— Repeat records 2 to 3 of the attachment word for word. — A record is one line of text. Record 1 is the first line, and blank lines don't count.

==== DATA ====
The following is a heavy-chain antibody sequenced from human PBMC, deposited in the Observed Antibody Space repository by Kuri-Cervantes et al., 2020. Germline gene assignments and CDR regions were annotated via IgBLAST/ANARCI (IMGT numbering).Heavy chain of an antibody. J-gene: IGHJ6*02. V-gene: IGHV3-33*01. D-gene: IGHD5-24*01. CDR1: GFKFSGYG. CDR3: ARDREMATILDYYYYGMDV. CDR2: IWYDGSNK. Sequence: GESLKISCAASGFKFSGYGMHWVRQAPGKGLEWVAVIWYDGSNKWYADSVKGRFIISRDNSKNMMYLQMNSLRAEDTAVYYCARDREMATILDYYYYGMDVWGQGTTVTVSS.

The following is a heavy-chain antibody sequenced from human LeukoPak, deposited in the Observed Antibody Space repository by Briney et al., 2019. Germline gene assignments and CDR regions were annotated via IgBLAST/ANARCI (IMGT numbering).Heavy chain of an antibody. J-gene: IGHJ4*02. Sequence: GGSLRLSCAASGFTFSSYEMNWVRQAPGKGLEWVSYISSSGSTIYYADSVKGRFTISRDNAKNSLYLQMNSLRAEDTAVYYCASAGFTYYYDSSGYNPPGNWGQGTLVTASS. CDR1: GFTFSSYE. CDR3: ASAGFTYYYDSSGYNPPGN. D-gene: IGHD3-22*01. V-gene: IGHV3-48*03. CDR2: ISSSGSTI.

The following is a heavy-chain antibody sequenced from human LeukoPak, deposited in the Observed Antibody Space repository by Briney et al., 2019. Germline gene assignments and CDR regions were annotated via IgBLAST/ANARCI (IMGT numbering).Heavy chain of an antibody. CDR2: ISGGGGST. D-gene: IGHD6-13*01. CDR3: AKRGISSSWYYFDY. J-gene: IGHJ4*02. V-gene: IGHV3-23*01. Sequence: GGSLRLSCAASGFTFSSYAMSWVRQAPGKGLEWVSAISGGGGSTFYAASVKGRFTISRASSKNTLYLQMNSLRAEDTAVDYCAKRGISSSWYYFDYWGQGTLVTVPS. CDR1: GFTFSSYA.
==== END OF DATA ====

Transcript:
The following is a heavy-chain antibody sequenced from human LeukoPak, deposited in the Observed Antibody Space repository by Briney et al., 2019. Germline gene assignments and CDR regions were annotated via IgBLAST/ANARCI (IMGT numbering).Heavy chain of an antibody. J-gene: IGHJ4*02. Sequence: GGSLRLSCAASGFTFSSYEMNWVRQAPGKGLEWVSYISSSGSTIYYADSVKGRFTISRDNAKNSLYLQMNSLRAEDTAVYYCASAGFTYYYDSSGYNPPGNWGQGTLVTASS. CDR1: GFTFSSYE. CDR3: ASAGFTYYYDSSGYNPPGN. D-gene: IGHD3-22*01. V-gene: IGHV3-48*03. CDR2: ISSSGSTI.

The following is a heavy-chain antibody sequenced from human LeukoPak, deposited in the Observed Antibody Space repository by Briney et al., 2019. Germline gene assignments and CDR regions were annotated via IgBLAST/ANARCI (IMGT numbering).Heavy chain of an antibody. CDR2: ISGGGGST. D-gene: IGHD6-13*01. CDR3: AKRGISSSWYYFDY. J-gene: IGHJ4*02. V-gene: IGHV3-23*01. Sequence: GGSLRLSCAASGFTFSSYAMSWVRQAPGKGLEWVSAISGGGGSTFYAASVKGRFTISRASSKNTLYLQMNSLRAEDTAVDYCAKRGISSSWYYFDYWGQGTLVTVPS. CDR1: GFTFSSYA.